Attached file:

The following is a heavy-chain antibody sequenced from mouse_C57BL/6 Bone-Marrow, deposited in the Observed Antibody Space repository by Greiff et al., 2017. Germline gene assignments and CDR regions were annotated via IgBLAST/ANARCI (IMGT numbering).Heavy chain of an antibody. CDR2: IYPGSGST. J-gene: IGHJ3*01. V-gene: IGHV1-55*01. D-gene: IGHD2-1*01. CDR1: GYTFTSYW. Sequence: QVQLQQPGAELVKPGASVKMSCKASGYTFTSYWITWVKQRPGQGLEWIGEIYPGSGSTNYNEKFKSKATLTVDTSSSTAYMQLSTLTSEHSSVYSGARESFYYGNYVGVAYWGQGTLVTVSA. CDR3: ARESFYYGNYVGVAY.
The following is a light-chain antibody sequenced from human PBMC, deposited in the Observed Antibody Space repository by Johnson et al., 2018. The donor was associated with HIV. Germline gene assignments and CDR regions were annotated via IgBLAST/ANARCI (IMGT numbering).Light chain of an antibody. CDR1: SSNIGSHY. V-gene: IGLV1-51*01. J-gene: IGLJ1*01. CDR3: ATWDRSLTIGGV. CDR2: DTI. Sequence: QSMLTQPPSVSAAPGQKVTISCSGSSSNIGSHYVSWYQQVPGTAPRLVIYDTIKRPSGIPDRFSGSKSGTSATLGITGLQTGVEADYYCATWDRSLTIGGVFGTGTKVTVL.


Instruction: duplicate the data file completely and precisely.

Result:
The following is a heavy-chain antibody sequenced from mouse_C57BL/6 Bone-Marrow, deposited in the Observed Antibody Space repository by Greiff et al., 2017. Germline gene assignments and CDR regions were annotated via IgBLAST/ANARCI (IMGT numbering).Heavy chain of an antibody. CDR2: IYPGSGST. J-gene: IGHJ3*01. V-gene: IGHV1-55*01. D-gene: IGHD2-1*01. CDR1: GYTFTSYW. Sequence: QVQLQQPGAELVKPGASVKMSCKASGYTFTSYWITWVKQRPGQGLEWIGEIYPGSGSTNYNEKFKSKATLTVDTSSSTAYMQLSTLTSEHSSVYSGARESFYYGNYVGVAYWGQGTLVTVSA. CDR3: ARESFYYGNYVGVAY.
The following is a light-chain antibody sequenced from human PBMC, deposited in the Observed Antibody Space repository by Johnson et al., 2018. The donor was associated with HIV. Germline gene assignments and CDR regions were annotated via IgBLAST/ANARCI (IMGT numbering).Light chain of an antibody. CDR1: SSNIGSHY. V-gene: IGLV1-51*01. J-gene: IGLJ1*01. CDR3: ATWDRSLTIGGV. CDR2: DTI. Sequence: QSMLTQPPSVSAAPGQKVTISCSGSSSNIGSHYVSWYQQVPGTAPRLVIYDTIKRPSGIPDRFSGSKSGTSATLGITGLQTGVEADYYCATWDRSLTIGGVFGTGTKVTVL.